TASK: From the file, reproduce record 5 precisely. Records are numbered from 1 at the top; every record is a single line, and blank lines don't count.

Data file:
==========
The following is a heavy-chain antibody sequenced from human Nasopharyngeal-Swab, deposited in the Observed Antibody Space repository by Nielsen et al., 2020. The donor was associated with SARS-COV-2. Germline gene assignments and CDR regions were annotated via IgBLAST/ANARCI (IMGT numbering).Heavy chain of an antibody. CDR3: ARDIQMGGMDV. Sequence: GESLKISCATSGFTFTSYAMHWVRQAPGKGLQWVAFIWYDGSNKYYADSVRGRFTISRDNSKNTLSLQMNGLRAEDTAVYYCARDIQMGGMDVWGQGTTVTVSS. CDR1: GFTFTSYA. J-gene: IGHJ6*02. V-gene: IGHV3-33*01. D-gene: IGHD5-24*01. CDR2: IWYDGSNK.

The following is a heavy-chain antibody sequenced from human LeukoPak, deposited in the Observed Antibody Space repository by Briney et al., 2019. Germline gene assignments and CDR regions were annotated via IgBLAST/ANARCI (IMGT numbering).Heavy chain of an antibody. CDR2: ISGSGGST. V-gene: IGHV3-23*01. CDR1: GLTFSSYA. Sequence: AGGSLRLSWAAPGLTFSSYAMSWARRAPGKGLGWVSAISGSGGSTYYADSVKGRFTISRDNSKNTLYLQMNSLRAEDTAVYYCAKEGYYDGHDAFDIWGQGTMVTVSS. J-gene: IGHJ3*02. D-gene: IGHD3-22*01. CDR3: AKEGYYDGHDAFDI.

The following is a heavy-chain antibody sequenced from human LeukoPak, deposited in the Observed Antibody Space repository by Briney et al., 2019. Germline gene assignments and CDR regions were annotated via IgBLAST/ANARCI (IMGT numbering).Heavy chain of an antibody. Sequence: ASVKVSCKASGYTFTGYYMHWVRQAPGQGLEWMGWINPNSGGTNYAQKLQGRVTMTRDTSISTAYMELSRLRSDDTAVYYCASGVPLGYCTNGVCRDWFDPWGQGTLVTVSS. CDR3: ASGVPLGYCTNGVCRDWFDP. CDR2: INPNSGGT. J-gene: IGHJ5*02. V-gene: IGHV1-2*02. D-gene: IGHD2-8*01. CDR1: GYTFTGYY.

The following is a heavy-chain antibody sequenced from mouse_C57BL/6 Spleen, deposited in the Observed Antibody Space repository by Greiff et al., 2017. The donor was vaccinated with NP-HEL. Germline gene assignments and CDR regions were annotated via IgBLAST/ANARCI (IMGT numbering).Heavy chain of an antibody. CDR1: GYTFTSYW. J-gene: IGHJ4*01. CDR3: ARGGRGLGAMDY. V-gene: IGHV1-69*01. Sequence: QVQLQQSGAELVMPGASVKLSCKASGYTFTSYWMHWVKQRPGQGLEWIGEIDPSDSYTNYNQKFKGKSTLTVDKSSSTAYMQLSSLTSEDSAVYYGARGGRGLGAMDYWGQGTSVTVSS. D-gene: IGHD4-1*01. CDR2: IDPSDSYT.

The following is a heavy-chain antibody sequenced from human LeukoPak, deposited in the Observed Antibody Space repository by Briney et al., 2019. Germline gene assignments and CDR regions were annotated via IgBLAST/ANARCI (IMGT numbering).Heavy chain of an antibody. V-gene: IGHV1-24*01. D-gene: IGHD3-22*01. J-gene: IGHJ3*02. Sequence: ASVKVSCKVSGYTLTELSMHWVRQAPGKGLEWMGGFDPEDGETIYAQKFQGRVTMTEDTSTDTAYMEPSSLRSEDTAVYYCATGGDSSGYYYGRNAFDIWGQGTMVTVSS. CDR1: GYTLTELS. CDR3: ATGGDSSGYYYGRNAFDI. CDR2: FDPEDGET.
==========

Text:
The following is a heavy-chain antibody sequenced from human LeukoPak, deposited in the Observed Antibody Space repository by Briney et al., 2019. Germline gene assignments and CDR regions were annotated via IgBLAST/ANARCI (IMGT numbering).Heavy chain of an antibody. V-gene: IGHV1-24*01. D-gene: IGHD3-22*01. J-gene: IGHJ3*02. Sequence: ASVKVSCKVSGYTLTELSMHWVRQAPGKGLEWMGGFDPEDGETIYAQKFQGRVTMTEDTSTDTAYMEPSSLRSEDTAVYYCATGGDSSGYYYGRNAFDIWGQGTMVTVSS. CDR1: GYTLTELS. CDR3: ATGGDSSGYYYGRNAFDI. CDR2: FDPEDGET.